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Give back free parking to farmers market



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June 04, 2013 | 04:31 PM
What would Andy do?

I asked that question last summer when the city was simmering with debate over everything from swimming dogs to hot dog stands.

If you're older than 40 or watch TV reruns, you know Andy Taylor, the character played by Andy Griffith.

Andy was the sheriff of the fictional TV town called Mayberry where everything seemed to work out because of Andy's uncommonly-good common sense.

I started wondering how Andy would view the recent decision by the city council to charge for parking at the Lake Geneva farmers market.

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The market is as much a sign of spring as the launching of the Gage boats from the Riviera or the installation of piers on Geneva Lake.

But now this bit of Mayberry-like charm has lost its luster thanks to the council's decision to discontinue the long-standing practice of allowing free parking for this local tradition.

Part of the rationale for charging at the meters was based on the assumption that something like $1,500 would be lost for the season.

Wrong. You can't lose what you never had.

Except for a couple weeks a year, visitors simply don't park that far north on Broad Street on Thursday mornings, so it's not like anyone would be paying for those spots anyway.

True, the city is making more money by charging.

Still, its parking fund is hardly in dire straits.

The city netted $525,406 in 2012. In 2010, it made a profit of $451,143. In 2011 it was $475 584.

Should we be tarnishing a local tradition for a few extra dollars for an already lucrative enterprise?

The kiosks already have a bad rap. Some of the complaining is unwarranted. But do the kiosks really need another image issue?

You'd think the city would be able to afford to give the farmers market free parking for four hours a week.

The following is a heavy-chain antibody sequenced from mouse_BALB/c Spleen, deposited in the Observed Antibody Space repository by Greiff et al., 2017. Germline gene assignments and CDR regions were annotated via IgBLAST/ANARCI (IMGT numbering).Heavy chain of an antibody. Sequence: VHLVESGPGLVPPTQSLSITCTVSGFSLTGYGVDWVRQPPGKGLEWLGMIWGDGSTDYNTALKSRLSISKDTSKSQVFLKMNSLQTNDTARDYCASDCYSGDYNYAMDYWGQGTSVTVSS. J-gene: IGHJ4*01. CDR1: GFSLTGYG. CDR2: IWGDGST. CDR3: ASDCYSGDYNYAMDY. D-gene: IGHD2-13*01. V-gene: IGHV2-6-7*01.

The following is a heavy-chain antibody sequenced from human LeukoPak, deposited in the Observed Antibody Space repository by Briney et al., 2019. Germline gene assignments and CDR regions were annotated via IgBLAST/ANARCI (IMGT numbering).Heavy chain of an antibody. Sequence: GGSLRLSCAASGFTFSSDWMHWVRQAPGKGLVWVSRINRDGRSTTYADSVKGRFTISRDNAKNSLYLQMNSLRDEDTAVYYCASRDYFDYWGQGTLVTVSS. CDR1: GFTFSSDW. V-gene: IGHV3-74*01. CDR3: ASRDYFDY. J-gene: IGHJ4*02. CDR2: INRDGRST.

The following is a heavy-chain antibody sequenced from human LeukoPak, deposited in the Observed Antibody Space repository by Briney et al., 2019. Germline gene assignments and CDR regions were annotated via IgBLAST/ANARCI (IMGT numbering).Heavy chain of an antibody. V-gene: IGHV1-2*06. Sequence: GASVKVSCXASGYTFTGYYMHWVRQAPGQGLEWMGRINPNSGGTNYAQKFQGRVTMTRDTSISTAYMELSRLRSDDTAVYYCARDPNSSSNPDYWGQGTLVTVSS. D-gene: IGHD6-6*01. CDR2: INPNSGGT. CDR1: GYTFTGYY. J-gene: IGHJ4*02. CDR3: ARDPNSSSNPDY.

There are some who argue that the farmers market could move to another location, like Dunn Field, where parking isn't an issue.

Maybe so. But until that happens, let them have their day.

What about fairness?

There's a point to be made there and I made it in a column earlier this year when I argued against the continuation of a parking deal with the Genoa City Lions Club.

For years, the club has reserved a parking stall at the intersection of Broad and Main streets for its Harley-Davidson raffle.

I originally said that was unfair to other organizations who might want the same privilege.

I was wrong and said so in a subsequent column.

I hadn't applied Andy Taylor's rules of common sense to the issue. I'm trying to here.

He'd say there's no reason not to continue a small town tradition if it isn't hurting anyone.

In the case of the Lions raffle, no one was hurt because no other organization had asked for a similar privilege and the city wasn't out any money because the Lions paid for those slots.

In the case of the farmers market, no one is hurt because the city won't lose parking revenue it never had, and because there's no similar organization asking for the same privilege.

Back when the Harley raffle debate was under way, I wrongly suggested that the city would be more grown up if it tackled the problem before it occurred.

But now I'm thinking not creating a problem where there isn't one is the truly mature approach — one Andy Taylor would have adopted.

Andy Taylor always found a middle ground between small town values and the need of a growing city to be fair to as many people as possible.

The same logic applies to the farmers market.

As the city grows up, it ought to see what traditions are worthy of nurturing instead of hurting them under the guise of consistency.

If there are other organizations that want similar privileges, deal with them as the situation merits.

There'd be a variety of options at that point, but why preordain something that will only cause difficulties for the current organizations?

Instead of letting the rules run the city, a truly mature government considers each situation.

Andy Taylor would say let well enough alone, value our traditions and do as little harm as possible.

Halverson is editor and general manager of the Lake Geneva Regional News. Taylor is sheriff of Mayberry.

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